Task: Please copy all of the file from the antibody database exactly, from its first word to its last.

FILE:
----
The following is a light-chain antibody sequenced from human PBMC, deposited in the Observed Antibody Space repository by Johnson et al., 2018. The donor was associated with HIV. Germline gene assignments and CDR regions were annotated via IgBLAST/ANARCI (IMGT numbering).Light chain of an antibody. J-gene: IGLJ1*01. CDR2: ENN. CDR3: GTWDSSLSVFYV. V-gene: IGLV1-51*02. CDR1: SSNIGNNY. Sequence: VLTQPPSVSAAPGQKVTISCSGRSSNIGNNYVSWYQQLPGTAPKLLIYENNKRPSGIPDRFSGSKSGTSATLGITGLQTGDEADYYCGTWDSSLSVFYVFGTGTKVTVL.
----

The following is a light-chain antibody sequenced from human PBMC, deposited in the Observed Antibody Space repository by Johnson et al., 2018. The donor was associated with HIV. Germline gene assignments and CDR regions were annotated via IgBLAST/ANARCI (IMGT numbering).Light chain of an antibody. J-gene: IGLJ1*01. CDR2: ENN. CDR3: GTWDSSLSVFYV. V-gene: IGLV1-51*02. CDR1: SSNIGNNY. Sequence: VLTQPPSVSAAPGQKVTISCSGRSSNIGNNYVSWYQQLPGTAPKLLIYENNKRPSGIPDRFSGSKSGTSATLGITGLQTGDEADYYCGTWDSSLSVFYVFGTGTKVTVL.